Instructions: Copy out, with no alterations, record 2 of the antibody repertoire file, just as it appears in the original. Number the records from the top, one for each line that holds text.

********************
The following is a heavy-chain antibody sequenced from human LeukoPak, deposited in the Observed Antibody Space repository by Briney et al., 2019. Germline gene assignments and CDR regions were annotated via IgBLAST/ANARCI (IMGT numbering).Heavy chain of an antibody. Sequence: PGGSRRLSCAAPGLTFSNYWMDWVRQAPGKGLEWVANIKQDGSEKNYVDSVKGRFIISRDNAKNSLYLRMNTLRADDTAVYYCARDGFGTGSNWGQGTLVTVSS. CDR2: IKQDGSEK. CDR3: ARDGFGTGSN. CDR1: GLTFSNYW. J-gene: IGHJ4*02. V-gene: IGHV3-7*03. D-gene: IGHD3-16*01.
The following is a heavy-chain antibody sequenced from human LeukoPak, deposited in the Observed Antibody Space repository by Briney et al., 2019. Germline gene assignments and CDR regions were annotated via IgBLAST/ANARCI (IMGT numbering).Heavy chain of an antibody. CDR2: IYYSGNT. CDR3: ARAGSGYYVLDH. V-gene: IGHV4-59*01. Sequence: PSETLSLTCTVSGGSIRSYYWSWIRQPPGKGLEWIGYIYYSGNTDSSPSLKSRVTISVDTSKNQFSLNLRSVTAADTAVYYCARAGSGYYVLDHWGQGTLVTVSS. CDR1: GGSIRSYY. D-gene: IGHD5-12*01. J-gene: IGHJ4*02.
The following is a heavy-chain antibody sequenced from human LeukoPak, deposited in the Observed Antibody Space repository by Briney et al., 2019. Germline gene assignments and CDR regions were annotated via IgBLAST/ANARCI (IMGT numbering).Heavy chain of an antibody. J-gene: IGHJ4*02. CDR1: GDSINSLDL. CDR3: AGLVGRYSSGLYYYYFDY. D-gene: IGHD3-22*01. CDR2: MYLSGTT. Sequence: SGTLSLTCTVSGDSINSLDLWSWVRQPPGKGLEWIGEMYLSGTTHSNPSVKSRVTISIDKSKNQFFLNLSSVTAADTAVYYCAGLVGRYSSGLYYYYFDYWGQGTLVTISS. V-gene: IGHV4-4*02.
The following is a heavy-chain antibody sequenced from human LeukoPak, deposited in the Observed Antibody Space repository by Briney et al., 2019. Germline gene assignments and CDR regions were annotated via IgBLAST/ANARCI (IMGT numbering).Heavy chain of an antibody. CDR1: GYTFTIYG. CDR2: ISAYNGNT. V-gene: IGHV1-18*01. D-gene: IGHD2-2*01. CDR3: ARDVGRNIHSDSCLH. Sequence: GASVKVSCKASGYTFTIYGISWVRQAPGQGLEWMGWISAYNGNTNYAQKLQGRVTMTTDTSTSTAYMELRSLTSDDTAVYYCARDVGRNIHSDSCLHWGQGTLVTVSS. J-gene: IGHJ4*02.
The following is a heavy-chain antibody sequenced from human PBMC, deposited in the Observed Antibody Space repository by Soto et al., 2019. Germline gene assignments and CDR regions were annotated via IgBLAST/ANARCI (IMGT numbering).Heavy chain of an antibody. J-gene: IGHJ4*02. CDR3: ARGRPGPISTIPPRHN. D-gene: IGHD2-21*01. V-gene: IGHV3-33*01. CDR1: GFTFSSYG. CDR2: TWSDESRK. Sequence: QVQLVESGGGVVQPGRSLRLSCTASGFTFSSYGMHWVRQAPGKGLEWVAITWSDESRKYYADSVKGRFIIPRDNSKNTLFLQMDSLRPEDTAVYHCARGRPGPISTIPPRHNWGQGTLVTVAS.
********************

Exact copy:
The following is a heavy-chain antibody sequenced from human LeukoPak, deposited in the Observed Antibody Space repository by Briney et al., 2019. Germline gene assignments and CDR regions were annotated via IgBLAST/ANARCI (IMGT numbering).Heavy chain of an antibody. CDR2: IYYSGNT. CDR3: ARAGSGYYVLDH. V-gene: IGHV4-59*01. Sequence: PSETLSLTCTVSGGSIRSYYWSWIRQPPGKGLEWIGYIYYSGNTDSSPSLKSRVTISVDTSKNQFSLNLRSVTAADTAVYYCARAGSGYYVLDHWGQGTLVTVSS. CDR1: GGSIRSYY. D-gene: IGHD5-12*01. J-gene: IGHJ4*02.